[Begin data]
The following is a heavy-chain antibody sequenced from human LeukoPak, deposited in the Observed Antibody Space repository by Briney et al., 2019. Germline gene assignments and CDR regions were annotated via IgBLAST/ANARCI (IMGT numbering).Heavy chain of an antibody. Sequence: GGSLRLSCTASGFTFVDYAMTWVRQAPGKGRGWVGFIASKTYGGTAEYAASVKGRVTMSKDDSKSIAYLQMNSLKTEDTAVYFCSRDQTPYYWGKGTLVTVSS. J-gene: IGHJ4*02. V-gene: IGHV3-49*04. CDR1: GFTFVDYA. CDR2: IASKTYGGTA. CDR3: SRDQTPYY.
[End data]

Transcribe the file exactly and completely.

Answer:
The following is a heavy-chain antibody sequenced from human LeukoPak, deposited in the Observed Antibody Space repository by Briney et al., 2019. Germline gene assignments and CDR regions were annotated via IgBLAST/ANARCI (IMGT numbering).Heavy chain of an antibody. Sequence: GGSLRLSCTASGFTFVDYAMTWVRQAPGKGRGWVGFIASKTYGGTAEYAASVKGRVTMSKDDSKSIAYLQMNSLKTEDTAVYFCSRDQTPYYWGKGTLVTVSS. J-gene: IGHJ4*02. V-gene: IGHV3-49*04. CDR1: GFTFVDYA. CDR2: IASKTYGGTA. CDR3: SRDQTPYY.